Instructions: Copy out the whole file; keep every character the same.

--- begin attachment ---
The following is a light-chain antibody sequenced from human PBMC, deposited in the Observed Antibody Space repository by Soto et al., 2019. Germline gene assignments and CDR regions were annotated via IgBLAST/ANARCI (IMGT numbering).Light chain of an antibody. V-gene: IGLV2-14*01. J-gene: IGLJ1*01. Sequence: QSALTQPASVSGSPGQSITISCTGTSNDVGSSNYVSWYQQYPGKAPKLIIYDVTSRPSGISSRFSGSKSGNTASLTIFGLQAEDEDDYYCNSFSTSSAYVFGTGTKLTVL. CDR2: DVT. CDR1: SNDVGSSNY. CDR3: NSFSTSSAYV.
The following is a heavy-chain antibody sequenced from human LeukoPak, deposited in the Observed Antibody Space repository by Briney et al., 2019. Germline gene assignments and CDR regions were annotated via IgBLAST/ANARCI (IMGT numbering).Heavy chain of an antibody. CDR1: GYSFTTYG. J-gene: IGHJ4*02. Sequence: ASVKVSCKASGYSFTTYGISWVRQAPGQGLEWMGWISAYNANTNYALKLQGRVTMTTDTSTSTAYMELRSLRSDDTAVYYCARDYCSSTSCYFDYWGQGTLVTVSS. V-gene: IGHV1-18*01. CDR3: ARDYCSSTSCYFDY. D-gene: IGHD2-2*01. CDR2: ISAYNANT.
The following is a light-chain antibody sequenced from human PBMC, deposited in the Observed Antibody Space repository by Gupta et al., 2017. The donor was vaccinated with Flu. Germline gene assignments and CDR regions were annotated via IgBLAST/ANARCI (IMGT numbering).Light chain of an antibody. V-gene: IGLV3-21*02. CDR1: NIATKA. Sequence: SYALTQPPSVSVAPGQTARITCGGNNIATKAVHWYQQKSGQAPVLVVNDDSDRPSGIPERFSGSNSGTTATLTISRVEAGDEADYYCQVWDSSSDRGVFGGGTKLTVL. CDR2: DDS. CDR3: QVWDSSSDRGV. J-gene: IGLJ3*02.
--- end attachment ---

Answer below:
The following is a light-chain antibody sequenced from human PBMC, deposited in the Observed Antibody Space repository by Soto et al., 2019. Germline gene assignments and CDR regions were annotated via IgBLAST/ANARCI (IMGT numbering).Light chain of an antibody. V-gene: IGLV2-14*01. J-gene: IGLJ1*01. Sequence: QSALTQPASVSGSPGQSITISCTGTSNDVGSSNYVSWYQQYPGKAPKLIIYDVTSRPSGISSRFSGSKSGNTASLTIFGLQAEDEDDYYCNSFSTSSAYVFGTGTKLTVL. CDR2: DVT. CDR1: SNDVGSSNY. CDR3: NSFSTSSAYV.
The following is a heavy-chain antibody sequenced from human LeukoPak, deposited in the Observed Antibody Space repository by Briney et al., 2019. Germline gene assignments and CDR regions were annotated via IgBLAST/ANARCI (IMGT numbering).Heavy chain of an antibody. CDR1: GYSFTTYG. J-gene: IGHJ4*02. Sequence: ASVKVSCKASGYSFTTYGISWVRQAPGQGLEWMGWISAYNANTNYALKLQGRVTMTTDTSTSTAYMELRSLRSDDTAVYYCARDYCSSTSCYFDYWGQGTLVTVSS. V-gene: IGHV1-18*01. CDR3: ARDYCSSTSCYFDY. D-gene: IGHD2-2*01. CDR2: ISAYNANT.
The following is a light-chain antibody sequenced from human PBMC, deposited in the Observed Antibody Space repository by Gupta et al., 2017. The donor was vaccinated with Flu. Germline gene assignments and CDR regions were annotated via IgBLAST/ANARCI (IMGT numbering).Light chain of an antibody. V-gene: IGLV3-21*02. CDR1: NIATKA. Sequence: SYALTQPPSVSVAPGQTARITCGGNNIATKAVHWYQQKSGQAPVLVVNDDSDRPSGIPERFSGSNSGTTATLTISRVEAGDEADYYCQVWDSSSDRGVFGGGTKLTVL. CDR2: DDS. CDR3: QVWDSSSDRGV. J-gene: IGLJ3*02.